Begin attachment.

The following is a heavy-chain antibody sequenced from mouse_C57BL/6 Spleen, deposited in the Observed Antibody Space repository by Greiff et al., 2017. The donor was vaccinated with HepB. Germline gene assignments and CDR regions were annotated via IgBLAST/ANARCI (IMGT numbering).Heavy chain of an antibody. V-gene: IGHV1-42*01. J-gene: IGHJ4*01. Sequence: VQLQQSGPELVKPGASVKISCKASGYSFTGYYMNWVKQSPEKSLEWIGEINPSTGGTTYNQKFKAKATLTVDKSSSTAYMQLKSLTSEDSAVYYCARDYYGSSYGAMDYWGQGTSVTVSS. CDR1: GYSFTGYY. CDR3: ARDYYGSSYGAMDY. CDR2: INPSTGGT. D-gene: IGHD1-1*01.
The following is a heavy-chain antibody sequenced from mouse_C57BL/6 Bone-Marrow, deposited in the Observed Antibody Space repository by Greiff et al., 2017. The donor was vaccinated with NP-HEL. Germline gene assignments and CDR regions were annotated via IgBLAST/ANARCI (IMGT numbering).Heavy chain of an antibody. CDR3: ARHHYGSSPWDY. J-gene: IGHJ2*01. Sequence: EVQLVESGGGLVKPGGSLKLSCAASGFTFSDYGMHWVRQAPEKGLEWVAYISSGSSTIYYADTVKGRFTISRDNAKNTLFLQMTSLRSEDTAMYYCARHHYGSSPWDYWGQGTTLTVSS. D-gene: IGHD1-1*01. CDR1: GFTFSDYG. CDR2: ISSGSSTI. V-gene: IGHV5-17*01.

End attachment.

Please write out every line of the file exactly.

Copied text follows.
The following is a heavy-chain antibody sequenced from mouse_C57BL/6 Spleen, deposited in the Observed Antibody Space repository by Greiff et al., 2017. The donor was vaccinated with HepB. Germline gene assignments and CDR regions were annotated via IgBLAST/ANARCI (IMGT numbering).Heavy chain of an antibody. V-gene: IGHV1-42*01. J-gene: IGHJ4*01. Sequence: VQLQQSGPELVKPGASVKISCKASGYSFTGYYMNWVKQSPEKSLEWIGEINPSTGGTTYNQKFKAKATLTVDKSSSTAYMQLKSLTSEDSAVYYCARDYYGSSYGAMDYWGQGTSVTVSS. CDR1: GYSFTGYY. CDR3: ARDYYGSSYGAMDY. CDR2: INPSTGGT. D-gene: IGHD1-1*01.
The following is a heavy-chain antibody sequenced from mouse_C57BL/6 Bone-Marrow, deposited in the Observed Antibody Space repository by Greiff et al., 2017. The donor was vaccinated with NP-HEL. Germline gene assignments and CDR regions were annotated via IgBLAST/ANARCI (IMGT numbering).Heavy chain of an antibody. CDR3: ARHHYGSSPWDY. J-gene: IGHJ2*01. Sequence: EVQLVESGGGLVKPGGSLKLSCAASGFTFSDYGMHWVRQAPEKGLEWVAYISSGSSTIYYADTVKGRFTISRDNAKNTLFLQMTSLRSEDTAMYYCARHHYGSSPWDYWGQGTTLTVSS. D-gene: IGHD1-1*01. CDR1: GFTFSDYG. CDR2: ISSGSSTI. V-gene: IGHV5-17*01.